This entry touches several of my recurring themes. It’s definitely “under Western skies,” because it’s in Los Angeles, California. It focuses on a historic architectural landmark, and, most notably, it’s a library. It’s the Central Library of the Los Angeles Public Library (LAPL).
The LAPL is a massive organization, serving the largest population of any public library system in the United States. This article is about the Central, or main, Library, but there are also 72 branch libraries in the system. Overall, LAPL holds 6 million volumes.
Los Angeles got its first public library in 1872. Use required a $5 subscription.
By 1926, the growing city needed a new main library. Bertram Goodhue designed a fascinating mix of Mediterranean Revival and Egyptian themes. Things Egyptian were all the rage at the time. Your own town may have an old theater dripping in imitation Egyptian ornamentation. How does the Egyptian motif show up at the Central Library? Look at the top of the library tower:
A tile-clad pyramid with suns.
The interior has a lot of Egyptian decor, too.
Little remains of the library’s original character on the busy main entrance floor, which is rather compressed and crowded. The central space does feature a jazzy treatment on the ceiling by Renee Petropoulos.
The second floor shows off the building’s vintage character in the soaring rotunda.
The chandelier merits a closer look.
The real focus, though, is on murals painted on canvas by Dean Cornwell, which took 5 years, completed in about 1933.
There are more than 300 characters in the murals that depict the history of California.
What is now the children’s section shows more of the original aspect of the library, including original murals.
Today’s Central Library is far larger than the 1926 structure. The impetus to expand the library came at a cost. In 1986, an arsonist set fire to the building. The structure was saved, but 400,000 volumes — 20% of the library’s collection — was lost, with substantial damage to many of the surviving holdings.
Through ambitious fundraising efforts and aggressive backroom dealing with influential members of the community that’s a story worth telling in its own right, the mammoth new Tom Bradley Wing, 400,000 square feet, opened in 1993.
The atrium extends through all 8 stories of the addition, 4 of them underground. Those fanciful chandeliers are by an artist named Therman Statom.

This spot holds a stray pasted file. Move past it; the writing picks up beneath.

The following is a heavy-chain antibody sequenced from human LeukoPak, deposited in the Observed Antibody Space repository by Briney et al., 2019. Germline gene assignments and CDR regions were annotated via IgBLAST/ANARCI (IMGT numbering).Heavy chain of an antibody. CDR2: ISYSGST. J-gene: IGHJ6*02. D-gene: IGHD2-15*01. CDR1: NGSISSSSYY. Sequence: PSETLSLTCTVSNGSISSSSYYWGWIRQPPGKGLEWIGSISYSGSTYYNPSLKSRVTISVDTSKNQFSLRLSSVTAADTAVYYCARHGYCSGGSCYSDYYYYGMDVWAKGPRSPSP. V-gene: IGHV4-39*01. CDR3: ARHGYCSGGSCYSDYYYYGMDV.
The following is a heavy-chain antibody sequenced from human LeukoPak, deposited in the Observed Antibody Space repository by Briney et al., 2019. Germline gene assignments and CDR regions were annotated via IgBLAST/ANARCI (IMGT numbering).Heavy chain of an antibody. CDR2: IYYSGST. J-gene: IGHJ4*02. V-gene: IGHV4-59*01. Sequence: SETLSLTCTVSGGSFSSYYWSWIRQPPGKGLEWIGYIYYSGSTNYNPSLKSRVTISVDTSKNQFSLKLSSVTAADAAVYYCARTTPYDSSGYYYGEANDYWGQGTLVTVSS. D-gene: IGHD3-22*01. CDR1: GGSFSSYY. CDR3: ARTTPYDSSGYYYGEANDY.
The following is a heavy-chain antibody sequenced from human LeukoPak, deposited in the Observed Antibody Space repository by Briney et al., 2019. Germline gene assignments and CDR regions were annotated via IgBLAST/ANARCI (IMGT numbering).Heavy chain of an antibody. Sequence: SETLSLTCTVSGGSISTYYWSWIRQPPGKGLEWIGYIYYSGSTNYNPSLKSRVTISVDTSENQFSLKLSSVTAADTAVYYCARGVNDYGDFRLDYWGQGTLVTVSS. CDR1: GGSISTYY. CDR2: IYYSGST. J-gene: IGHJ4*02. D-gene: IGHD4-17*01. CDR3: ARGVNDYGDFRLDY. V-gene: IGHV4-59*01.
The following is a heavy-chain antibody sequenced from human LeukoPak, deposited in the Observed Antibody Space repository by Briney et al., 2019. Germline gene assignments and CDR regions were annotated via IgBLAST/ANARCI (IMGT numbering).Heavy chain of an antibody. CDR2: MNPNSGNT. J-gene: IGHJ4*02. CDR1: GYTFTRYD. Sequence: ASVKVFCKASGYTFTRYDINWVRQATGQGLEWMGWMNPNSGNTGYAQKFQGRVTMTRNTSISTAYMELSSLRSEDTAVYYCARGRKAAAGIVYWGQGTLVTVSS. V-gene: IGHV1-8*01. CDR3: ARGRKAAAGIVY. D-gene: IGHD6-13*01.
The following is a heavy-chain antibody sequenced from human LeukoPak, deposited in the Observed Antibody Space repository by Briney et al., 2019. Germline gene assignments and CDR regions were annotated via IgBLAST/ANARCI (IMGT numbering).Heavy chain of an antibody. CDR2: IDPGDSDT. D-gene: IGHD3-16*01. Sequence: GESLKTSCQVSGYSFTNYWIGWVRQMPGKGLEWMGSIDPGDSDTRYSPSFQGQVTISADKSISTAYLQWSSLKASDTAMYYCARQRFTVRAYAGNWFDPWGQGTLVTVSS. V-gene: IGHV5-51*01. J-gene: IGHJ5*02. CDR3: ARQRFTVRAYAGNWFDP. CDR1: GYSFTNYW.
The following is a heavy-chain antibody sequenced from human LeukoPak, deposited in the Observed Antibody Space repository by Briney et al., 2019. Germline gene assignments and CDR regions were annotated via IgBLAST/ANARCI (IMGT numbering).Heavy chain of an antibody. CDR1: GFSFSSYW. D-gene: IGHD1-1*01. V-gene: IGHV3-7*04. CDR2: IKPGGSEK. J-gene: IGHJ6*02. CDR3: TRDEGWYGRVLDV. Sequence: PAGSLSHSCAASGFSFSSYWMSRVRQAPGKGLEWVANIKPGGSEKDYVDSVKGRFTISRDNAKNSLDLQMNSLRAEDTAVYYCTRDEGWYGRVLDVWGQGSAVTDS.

Today, the library supports readers in 29 languages, including children’s books in all those languages. There’s also language instruction in all 29, along with a language lab in the library’s original children’s section.
The LAPL collection includes over 2 million photos and images, bolstered by the photo morgue from the now-defunct Los Angeles Herald Examiner newspaper.
Researching a family genealogy? For that, you still use a classic card catalog, and to assist you, the library has its own dedicated genealogy librarian!
There’s also a large collection of maps, curated by (yes) a map librarian. The library’s large map collection expanded in 2012 when the librarian was invited to inspect the estate of John Feathers, who had recently died without heirs. The small Feathers house in L.A. held a collection of over a million maps, more than doubling the size of the LAPL collection.
The numbers are impressive: 4,000 magazine titles; 6,000 cookbooks (did you know that cookbooks are in the Chemistry section?).
Like all successful libraries, LAPL is a not merely a passive repository of things. As only one example, it operates an ambitious program to help Angelenos pass the high school equivalency exam, Across all 72 branches, there are more than 18,000 programs each year that serve the 10 million or so people who live here.
If you’re a bibliophile, consider touring the Central Library on a visit to downtown Los Angeles. The library offers free guided tours that last about an hour. Check the website for scheduled times HERE.
If you’re a California resident, get a free library card while you’re there. It qualifies you to use the LAPL’s online system from wherever you live. (It also lets you park in the garage under the library for a couple of bucks.)
Before we leave, one more note. From a massive, world-class facility like the Los Angeles Central Library to the small library in your home town, one common force makes them all function: Librarians.
Need more information? Ask your librarian.
© Brad Nixon 2017. Some photos © Marcy Vincent 2017, all rights reserved.